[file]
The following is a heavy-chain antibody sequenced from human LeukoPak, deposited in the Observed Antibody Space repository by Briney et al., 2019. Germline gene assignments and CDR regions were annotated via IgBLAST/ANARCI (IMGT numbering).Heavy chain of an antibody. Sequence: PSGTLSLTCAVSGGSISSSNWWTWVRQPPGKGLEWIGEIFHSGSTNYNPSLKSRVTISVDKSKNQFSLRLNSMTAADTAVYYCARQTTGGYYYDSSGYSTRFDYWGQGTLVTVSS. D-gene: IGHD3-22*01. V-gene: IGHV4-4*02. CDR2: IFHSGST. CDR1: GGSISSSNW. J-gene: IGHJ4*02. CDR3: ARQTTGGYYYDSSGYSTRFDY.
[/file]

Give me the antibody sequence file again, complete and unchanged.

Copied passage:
The following is a heavy-chain antibody sequenced from human LeukoPak, deposited in the Observed Antibody Space repository by Briney et al., 2019. Germline gene assignments and CDR regions were annotated via IgBLAST/ANARCI (IMGT numbering).Heavy chain of an antibody. Sequence: PSGTLSLTCAVSGGSISSSNWWTWVRQPPGKGLEWIGEIFHSGSTNYNPSLKSRVTISVDKSKNQFSLRLNSMTAADTAVYYCARQTTGGYYYDSSGYSTRFDYWGQGTLVTVSS. D-gene: IGHD3-22*01. V-gene: IGHV4-4*02. CDR2: IFHSGST. CDR1: GGSISSSNW. J-gene: IGHJ4*02. CDR3: ARQTTGGYYYDSSGYSTRFDY.